Friday, March 9, 2012

How bacteria break down our walls of defence

Bacteria have devised several ways to circumvent protection mechanisms built into the body. For starters, microbes have to get around physical barriers such as skin or mucosal surfaces, such as our eyes, before they can think of infecting our tissues and organs. Scientists have discovered how bacteria break down protecting layers of mucus in order to get into our bodies. This discovery could lead to new treatments in order to get them to stay out and keep us healthy.

Bacteria can be classified in various ways, but one of them is to rank them based on their infectious mechanisms. Opportunistic bacteria just sit on skin or mucosal membranes waiting for a chance to get inside, such as in the case of a wound. Other bacteria, classified as epidemic, actively deploy their own strategies to get into the body. This includes breaking down mucosal walls of defence, present on the eyes, the urogenital tract and other areas where the outside world comes in contact with bodily structures, such as in the intestines and the lungs. At Harvard Medical School, scientists took a closer look at strains of epidemic bacteria, to find what causes enables them to break down our slimy walls of defence.

According to their study, an enzyme called ZmpC aids the bacteria in their efforts of getting in the human body. When a bacteria tries to get in through a mucosal membrane, such as the rather nasty strain Streptococcus pneumoniae, this particular enzyme breaks down the mucosal wall, allowing the bacteria to sneak through. The Harvard scientists confirmed their findings by knocking out the gene that is responsible for production of ZmpC in these bacteria. They found the modified bacteria to be unable to tear down the defences, rendering them unable to assert their infectious potential.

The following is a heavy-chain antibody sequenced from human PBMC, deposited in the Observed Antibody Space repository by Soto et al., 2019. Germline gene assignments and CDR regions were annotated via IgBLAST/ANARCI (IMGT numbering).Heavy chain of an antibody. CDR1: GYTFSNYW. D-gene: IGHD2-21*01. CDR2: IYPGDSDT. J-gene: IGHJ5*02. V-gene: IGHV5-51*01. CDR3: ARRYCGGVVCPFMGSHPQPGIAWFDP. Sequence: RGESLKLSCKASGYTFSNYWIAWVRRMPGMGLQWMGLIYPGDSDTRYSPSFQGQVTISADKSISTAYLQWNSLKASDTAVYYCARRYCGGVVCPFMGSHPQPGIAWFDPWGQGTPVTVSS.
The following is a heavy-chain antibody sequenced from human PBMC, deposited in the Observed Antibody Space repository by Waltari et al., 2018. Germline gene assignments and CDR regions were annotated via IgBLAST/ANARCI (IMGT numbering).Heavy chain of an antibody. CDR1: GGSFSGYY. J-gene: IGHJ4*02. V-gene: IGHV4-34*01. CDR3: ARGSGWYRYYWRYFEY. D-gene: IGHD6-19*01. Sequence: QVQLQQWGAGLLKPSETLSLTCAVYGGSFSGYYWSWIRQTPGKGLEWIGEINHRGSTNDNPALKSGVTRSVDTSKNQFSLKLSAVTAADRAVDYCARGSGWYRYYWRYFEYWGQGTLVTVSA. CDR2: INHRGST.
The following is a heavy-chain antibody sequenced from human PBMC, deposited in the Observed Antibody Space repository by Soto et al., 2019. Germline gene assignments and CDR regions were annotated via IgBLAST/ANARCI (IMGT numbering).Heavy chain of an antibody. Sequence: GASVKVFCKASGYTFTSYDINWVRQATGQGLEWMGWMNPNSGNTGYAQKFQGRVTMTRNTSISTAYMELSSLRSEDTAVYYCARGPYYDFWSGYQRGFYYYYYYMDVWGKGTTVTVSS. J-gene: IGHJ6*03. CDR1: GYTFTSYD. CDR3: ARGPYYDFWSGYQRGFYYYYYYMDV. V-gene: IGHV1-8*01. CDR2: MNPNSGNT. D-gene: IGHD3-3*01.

By discovering how bacteria tear down our defences and infect our body, we learn more about possible future treatments. Because infections are getting harder to treat due to antibiotic resistance, devising ways to keep microbes out of our body seems a promising strategy. At Harvard, they think it's a major breakthrough in our fight against bacteria. According to the scientists, their next step is to assess whether the same mechanisms is used by other bacteria and whether it's the underlying cause of various diseases.
Mucosal walls are involved in the majority of infectious pathways. According to the statistics, 80 percent of infections arise due to entry through the mucosa.

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